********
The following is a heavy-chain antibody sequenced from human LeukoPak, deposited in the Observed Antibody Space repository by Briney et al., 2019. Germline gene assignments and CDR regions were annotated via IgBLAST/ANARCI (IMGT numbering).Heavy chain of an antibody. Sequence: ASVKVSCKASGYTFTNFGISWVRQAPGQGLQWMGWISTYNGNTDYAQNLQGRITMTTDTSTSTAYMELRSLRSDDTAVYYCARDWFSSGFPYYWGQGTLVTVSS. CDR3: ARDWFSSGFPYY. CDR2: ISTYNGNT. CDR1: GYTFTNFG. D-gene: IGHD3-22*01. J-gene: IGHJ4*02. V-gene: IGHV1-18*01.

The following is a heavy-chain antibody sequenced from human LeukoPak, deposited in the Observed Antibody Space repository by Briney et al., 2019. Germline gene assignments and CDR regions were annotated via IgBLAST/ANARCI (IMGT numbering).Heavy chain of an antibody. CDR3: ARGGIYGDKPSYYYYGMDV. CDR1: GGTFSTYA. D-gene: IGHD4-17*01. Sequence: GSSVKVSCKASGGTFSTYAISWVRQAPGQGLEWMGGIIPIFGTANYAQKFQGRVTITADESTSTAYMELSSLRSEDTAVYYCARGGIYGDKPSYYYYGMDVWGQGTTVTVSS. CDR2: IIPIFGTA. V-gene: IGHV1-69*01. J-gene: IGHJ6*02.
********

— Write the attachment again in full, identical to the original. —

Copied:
The following is a heavy-chain antibody sequenced from human LeukoPak, deposited in the Observed Antibody Space repository by Briney et al., 2019. Germline gene assignments and CDR regions were annotated via IgBLAST/ANARCI (IMGT numbering).Heavy chain of an antibody. Sequence: ASVKVSCKASGYTFTNFGISWVRQAPGQGLQWMGWISTYNGNTDYAQNLQGRITMTTDTSTSTAYMELRSLRSDDTAVYYCARDWFSSGFPYYWGQGTLVTVSS. CDR3: ARDWFSSGFPYY. CDR2: ISTYNGNT. CDR1: GYTFTNFG. D-gene: IGHD3-22*01. J-gene: IGHJ4*02. V-gene: IGHV1-18*01.

The following is a heavy-chain antibody sequenced from human LeukoPak, deposited in the Observed Antibody Space repository by Briney et al., 2019. Germline gene assignments and CDR regions were annotated via IgBLAST/ANARCI (IMGT numbering).Heavy chain of an antibody. CDR3: ARGGIYGDKPSYYYYGMDV. CDR1: GGTFSTYA. D-gene: IGHD4-17*01. Sequence: GSSVKVSCKASGGTFSTYAISWVRQAPGQGLEWMGGIIPIFGTANYAQKFQGRVTITADESTSTAYMELSSLRSEDTAVYYCARGGIYGDKPSYYYYGMDVWGQGTTVTVSS. CDR2: IIPIFGTA. V-gene: IGHV1-69*01. J-gene: IGHJ6*02.